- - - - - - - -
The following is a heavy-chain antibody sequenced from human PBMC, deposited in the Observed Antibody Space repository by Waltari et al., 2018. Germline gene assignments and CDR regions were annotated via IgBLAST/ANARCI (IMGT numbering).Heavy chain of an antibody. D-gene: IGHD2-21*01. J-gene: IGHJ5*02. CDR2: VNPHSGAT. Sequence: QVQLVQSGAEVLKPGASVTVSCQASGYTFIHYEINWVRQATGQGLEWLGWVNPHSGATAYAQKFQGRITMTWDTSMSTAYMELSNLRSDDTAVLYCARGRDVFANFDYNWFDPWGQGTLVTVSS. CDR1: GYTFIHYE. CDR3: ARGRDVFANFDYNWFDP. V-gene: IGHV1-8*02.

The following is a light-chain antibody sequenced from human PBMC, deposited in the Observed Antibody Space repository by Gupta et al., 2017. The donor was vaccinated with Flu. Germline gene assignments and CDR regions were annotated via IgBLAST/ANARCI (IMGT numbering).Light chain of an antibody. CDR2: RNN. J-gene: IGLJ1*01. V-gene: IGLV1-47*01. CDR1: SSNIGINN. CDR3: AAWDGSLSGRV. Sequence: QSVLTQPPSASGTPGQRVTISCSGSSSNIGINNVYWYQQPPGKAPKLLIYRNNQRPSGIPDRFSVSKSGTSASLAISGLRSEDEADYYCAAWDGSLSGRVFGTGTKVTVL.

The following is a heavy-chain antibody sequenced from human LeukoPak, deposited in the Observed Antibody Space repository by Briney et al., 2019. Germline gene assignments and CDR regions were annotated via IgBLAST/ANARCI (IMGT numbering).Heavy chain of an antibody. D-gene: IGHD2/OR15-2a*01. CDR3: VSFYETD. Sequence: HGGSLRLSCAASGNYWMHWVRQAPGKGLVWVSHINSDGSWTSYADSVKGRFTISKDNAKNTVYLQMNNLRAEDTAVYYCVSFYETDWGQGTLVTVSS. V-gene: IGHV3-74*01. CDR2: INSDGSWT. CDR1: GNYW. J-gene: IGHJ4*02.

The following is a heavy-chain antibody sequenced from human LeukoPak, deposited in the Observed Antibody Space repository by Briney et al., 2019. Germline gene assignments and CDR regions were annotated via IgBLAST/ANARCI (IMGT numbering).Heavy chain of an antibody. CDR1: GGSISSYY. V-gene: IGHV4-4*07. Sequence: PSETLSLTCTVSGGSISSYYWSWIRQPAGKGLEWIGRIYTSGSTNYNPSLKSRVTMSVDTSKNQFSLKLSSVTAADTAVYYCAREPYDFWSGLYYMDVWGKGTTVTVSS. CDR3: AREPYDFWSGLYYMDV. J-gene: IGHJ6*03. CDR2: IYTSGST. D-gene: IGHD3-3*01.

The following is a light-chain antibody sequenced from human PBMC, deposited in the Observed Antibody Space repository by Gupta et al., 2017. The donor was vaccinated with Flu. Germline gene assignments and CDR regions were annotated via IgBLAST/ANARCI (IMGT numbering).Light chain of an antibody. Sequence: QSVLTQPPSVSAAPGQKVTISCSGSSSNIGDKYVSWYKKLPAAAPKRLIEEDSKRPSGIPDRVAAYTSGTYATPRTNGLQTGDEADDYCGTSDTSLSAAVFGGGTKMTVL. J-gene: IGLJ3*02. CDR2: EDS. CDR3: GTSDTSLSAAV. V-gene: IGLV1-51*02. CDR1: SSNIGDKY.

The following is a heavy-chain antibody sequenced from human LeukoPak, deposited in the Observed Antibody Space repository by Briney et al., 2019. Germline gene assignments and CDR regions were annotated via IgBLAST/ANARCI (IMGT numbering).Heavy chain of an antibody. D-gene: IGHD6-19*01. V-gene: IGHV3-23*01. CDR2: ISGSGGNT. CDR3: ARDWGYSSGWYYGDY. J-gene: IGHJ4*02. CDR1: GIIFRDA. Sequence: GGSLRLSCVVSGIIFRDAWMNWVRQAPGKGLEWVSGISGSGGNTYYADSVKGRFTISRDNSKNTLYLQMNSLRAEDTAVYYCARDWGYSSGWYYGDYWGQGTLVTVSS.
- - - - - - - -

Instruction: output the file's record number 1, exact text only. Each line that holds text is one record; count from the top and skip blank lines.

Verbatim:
The following is a heavy-chain antibody sequenced from human PBMC, deposited in the Observed Antibody Space repository by Waltari et al., 2018. Germline gene assignments and CDR regions were annotated via IgBLAST/ANARCI (IMGT numbering).Heavy chain of an antibody. D-gene: IGHD2-21*01. J-gene: IGHJ5*02. CDR2: VNPHSGAT. Sequence: QVQLVQSGAEVLKPGASVTVSCQASGYTFIHYEINWVRQATGQGLEWLGWVNPHSGATAYAQKFQGRITMTWDTSMSTAYMELSNLRSDDTAVLYCARGRDVFANFDYNWFDPWGQGTLVTVSS. CDR1: GYTFIHYE. CDR3: ARGRDVFANFDYNWFDP. V-gene: IGHV1-8*02.